One of the most amazing things about our fans is their creativity. Their ability to take concepts and bring them to life in exciting ways. That’s why we’re proud to include a new feature to the site: Dungeon Crawl Crafters. It’s a way for us to showcase fans and the incredible creations they put out in celebration of Dungeon Crawl Classics and all things Goodman.
This time out we have some amazing talent. One man and his friends have taken the time to create some amazing props, including their very own DCC throne! Let’s meet Tommy!
How did you first encounter DCC?
Well, I have been a long time devotee of Gen Con and in 2015 I was a vendor there for the first time promoting my toy company, Warpo Toys. You might have seen me running around that year in a giant Cthulhu costume. I must have had my picture taken 10,000 times. I literally could not walk 2 feet without someone wanting to take a snap with me. I was only supposed to be in the costume for an hour a day, but the great old one was really making the crowd go crazy and drawing fans to our booth. So I ended up staying in the suit for 6+ hours a day. So as you can imagine I didn’t have a lot of time to walk the floor. So on the last day, I made sure to escape the sweaty green suit early and see some of the sights of the best 4 days of gaming. My buddy Bryan said I had to check out DCC RPG. He is an aficionado of all things cool, so I headed straight toward Goodman game’s booth.
Once I got to the booth, I took one look at the Peter Mullen and Doug Kovac art and was immediately pulled back in time to my parents paneled basement, thumbing through D&D modules. I can’t remember who explained the mechanics of the game to me at the booth, but whoever did, had me hooked. The zero level funnel and the classic theme was just what my buddies and I were looking for in an RPG. I loved the concept of creating a game that harkened back to a more classic time while also improving on earlier RPG mechanics. I bought the core book and began Judging soon after.
Tell us a little about your use of props, and what you have done with your game space? How did all of that come about? How do you feel it enhances your games?
I am blessed to have such an amazing group of friends. All of us are creative in one way or another. Our party consists of toy designers, musicians, graphic designers, and artists. We try to make every time we play DCC an event. Is started by having a gift of some sort each time we played. We have gifted such items as handmade monster mugs with the player’s character name etched on the bottom, handmade dice bags, and DCC coasters from (www.gameroomthings.com). I even went to the shrine of Gary Gygax in Lake Geneva, WI to have d20s blessed for my group. Soon gifts were not enough. The host of each new game started creating amazing props and environments to enhance the game. My friends Jay and Chad turned their dining room into the local watering hole the Black Flagon from our campaign. They made a medieval chandler from a hula hoop and cardboard, the tavern sign from a piece of foam board and even had a fire-breathing dragon coming in the window! Not to be undone, my friend Bryan created a DCC throne of power for me next time he hosted. We also have themed menus, special cocktails, and challenges of luck.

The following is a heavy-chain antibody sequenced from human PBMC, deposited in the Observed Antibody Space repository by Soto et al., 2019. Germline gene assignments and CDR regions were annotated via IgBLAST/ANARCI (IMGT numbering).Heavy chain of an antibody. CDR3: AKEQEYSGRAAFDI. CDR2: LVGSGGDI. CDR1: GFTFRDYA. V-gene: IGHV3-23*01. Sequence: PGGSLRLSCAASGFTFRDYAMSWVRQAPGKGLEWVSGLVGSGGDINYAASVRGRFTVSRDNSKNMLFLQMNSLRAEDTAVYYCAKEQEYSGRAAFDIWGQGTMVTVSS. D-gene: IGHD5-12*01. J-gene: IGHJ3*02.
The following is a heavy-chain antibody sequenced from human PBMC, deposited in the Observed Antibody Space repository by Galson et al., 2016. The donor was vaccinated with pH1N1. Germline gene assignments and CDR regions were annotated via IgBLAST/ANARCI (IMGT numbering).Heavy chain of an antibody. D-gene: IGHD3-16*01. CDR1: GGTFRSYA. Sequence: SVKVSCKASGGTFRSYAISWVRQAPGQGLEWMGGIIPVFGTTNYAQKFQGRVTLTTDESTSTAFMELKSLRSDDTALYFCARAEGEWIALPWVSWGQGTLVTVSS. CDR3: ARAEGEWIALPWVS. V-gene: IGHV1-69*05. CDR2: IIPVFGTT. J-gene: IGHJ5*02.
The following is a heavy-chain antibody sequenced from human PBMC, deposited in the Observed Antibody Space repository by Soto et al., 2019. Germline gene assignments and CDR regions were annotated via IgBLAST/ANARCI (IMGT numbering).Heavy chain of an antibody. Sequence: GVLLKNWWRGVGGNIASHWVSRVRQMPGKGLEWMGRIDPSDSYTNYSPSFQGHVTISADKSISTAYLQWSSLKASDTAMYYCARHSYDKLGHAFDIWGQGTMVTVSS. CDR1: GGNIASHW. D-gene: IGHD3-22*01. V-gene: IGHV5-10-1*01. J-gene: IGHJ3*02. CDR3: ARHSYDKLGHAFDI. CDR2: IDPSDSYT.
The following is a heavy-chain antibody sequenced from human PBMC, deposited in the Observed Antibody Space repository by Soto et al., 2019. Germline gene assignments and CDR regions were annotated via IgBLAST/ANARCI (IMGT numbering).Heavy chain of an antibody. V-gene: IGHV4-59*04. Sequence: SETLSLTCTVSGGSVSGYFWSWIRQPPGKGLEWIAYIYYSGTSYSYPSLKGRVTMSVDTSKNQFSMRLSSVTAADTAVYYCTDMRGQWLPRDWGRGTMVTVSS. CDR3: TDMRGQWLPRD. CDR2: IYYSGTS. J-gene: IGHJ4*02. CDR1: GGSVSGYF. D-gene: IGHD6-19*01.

What I mean by challenges of luck is that between games I give the party quests to compete that I then award luck to next time we meet. Some of the challenges have been things like cosplay your character, create a custom character sheet, make a mini-fig that represent your character and more. The winner of these quests gets luck awarded to them.
What piece from your collection represents your most complicated build?
Some of our more complicated props are ones that directly tie to the mechanics of the game. My pals Rob and Steve took several weeks to create the Wizard Whateley from the adventure The One Who Watches From Below. Whateley has cursed the party so that every time they roll a fumble on an attack they have to feed their d20 into Whateley’s mouth. He then either defecates the players d20 back or replaces their d20 with a brown die. The roll that falls from the wizard’s robes is used on the corresponding fumble table.
Another prop that has really added to the gameplay is The Severed Hand of Eramir. Eramir was a character that was played by a new edition to our game. Unfortunately, the player could not stay to finish the game that night. So the party hacked up poor Eramir to toss his remains into a hallway to test for traps. The next time we played his severed hand returned to curse his mutilators. This took the form of a battery operated hand that travels around the game table and select a party member with one accusing undead index finger. Each time they roll a 1 for any reason they must deal with the hand. They then roll a d6 and then face the consequences on a curse table. This prop is too much fun and it doesn’t look like the party will ever figure out how to break the curse.
Can you share a story from your game group?
I have many stories like most Judges that get together with friends to play RPGs. The one that recently sticks out to me is when I got to play DCC from the other side of the Judge’s screen during the last Gen Con. All the years we have played DCC I have never gotten to play. My friends and I were lucky enough to get a slot for the Hole in the Sky. It was a great time to battle alongside my friends and run through a brilliantly fun zero-level funnel. I had heavy losses from my group of gong farms and peasants, but in the end, I had a lone adventurer survive. To have a hero begin his journey at Gen Con was truly epic!
Now here’s a gallery of some of creations by Tommy and his group!